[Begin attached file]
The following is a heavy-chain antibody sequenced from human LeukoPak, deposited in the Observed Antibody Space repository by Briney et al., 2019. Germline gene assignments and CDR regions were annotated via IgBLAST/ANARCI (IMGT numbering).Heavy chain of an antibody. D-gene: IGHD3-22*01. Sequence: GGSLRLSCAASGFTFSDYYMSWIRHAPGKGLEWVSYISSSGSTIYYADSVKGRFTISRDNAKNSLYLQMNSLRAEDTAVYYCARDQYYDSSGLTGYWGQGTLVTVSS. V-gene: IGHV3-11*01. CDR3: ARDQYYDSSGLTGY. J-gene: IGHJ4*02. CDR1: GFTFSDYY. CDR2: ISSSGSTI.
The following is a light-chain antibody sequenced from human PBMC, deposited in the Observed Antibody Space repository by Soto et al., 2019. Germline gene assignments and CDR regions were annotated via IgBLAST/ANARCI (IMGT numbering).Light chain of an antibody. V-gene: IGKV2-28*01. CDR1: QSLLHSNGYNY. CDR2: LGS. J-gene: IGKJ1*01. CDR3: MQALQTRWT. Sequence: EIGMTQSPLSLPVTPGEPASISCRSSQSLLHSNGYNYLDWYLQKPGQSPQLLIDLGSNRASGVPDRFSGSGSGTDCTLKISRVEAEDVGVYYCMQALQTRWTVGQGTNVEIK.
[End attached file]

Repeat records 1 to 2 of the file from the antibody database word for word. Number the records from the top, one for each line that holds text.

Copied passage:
The following is a heavy-chain antibody sequenced from human LeukoPak, deposited in the Observed Antibody Space repository by Briney et al., 2019. Germline gene assignments and CDR regions were annotated via IgBLAST/ANARCI (IMGT numbering).Heavy chain of an antibody. D-gene: IGHD3-22*01. Sequence: GGSLRLSCAASGFTFSDYYMSWIRHAPGKGLEWVSYISSSGSTIYYADSVKGRFTISRDNAKNSLYLQMNSLRAEDTAVYYCARDQYYDSSGLTGYWGQGTLVTVSS. V-gene: IGHV3-11*01. CDR3: ARDQYYDSSGLTGY. J-gene: IGHJ4*02. CDR1: GFTFSDYY. CDR2: ISSSGSTI.
The following is a light-chain antibody sequenced from human PBMC, deposited in the Observed Antibody Space repository by Soto et al., 2019. Germline gene assignments and CDR regions were annotated via IgBLAST/ANARCI (IMGT numbering).Light chain of an antibody. V-gene: IGKV2-28*01. CDR1: QSLLHSNGYNY. CDR2: LGS. J-gene: IGKJ1*01. CDR3: MQALQTRWT. Sequence: EIGMTQSPLSLPVTPGEPASISCRSSQSLLHSNGYNYLDWYLQKPGQSPQLLIDLGSNRASGVPDRFSGSGSGTDCTLKISRVEAEDVGVYYCMQALQTRWTVGQGTNVEIK.